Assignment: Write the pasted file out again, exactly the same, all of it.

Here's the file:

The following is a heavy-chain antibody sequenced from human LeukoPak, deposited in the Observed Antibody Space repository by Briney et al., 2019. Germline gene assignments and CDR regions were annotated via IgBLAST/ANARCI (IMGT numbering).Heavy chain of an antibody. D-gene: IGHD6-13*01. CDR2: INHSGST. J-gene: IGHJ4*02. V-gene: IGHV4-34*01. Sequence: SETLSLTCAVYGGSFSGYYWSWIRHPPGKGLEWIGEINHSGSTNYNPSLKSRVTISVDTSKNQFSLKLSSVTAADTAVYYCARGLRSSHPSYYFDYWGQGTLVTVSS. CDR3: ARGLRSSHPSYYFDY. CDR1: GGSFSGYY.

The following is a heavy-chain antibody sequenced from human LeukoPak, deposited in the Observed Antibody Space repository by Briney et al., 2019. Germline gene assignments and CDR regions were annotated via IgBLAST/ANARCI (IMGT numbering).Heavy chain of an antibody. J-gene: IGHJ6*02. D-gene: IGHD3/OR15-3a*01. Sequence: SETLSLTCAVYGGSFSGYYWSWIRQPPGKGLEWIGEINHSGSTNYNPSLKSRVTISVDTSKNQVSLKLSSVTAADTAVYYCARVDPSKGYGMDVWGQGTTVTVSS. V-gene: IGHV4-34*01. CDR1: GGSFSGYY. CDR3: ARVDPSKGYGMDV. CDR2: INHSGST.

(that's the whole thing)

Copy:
The following is a heavy-chain antibody sequenced from human LeukoPak, deposited in the Observed Antibody Space repository by Briney et al., 2019. Germline gene assignments and CDR regions were annotated via IgBLAST/ANARCI (IMGT numbering).Heavy chain of an antibody. D-gene: IGHD6-13*01. CDR2: INHSGST. J-gene: IGHJ4*02. V-gene: IGHV4-34*01. Sequence: SETLSLTCAVYGGSFSGYYWSWIRHPPGKGLEWIGEINHSGSTNYNPSLKSRVTISVDTSKNQFSLKLSSVTAADTAVYYCARGLRSSHPSYYFDYWGQGTLVTVSS. CDR3: ARGLRSSHPSYYFDY. CDR1: GGSFSGYY.

The following is a heavy-chain antibody sequenced from human LeukoPak, deposited in the Observed Antibody Space repository by Briney et al., 2019. Germline gene assignments and CDR regions were annotated via IgBLAST/ANARCI (IMGT numbering).Heavy chain of an antibody. J-gene: IGHJ6*02. D-gene: IGHD3/OR15-3a*01. Sequence: SETLSLTCAVYGGSFSGYYWSWIRQPPGKGLEWIGEINHSGSTNYNPSLKSRVTISVDTSKNQVSLKLSSVTAADTAVYYCARVDPSKGYGMDVWGQGTTVTVSS. V-gene: IGHV4-34*01. CDR1: GGSFSGYY. CDR3: ARVDPSKGYGMDV. CDR2: INHSGST.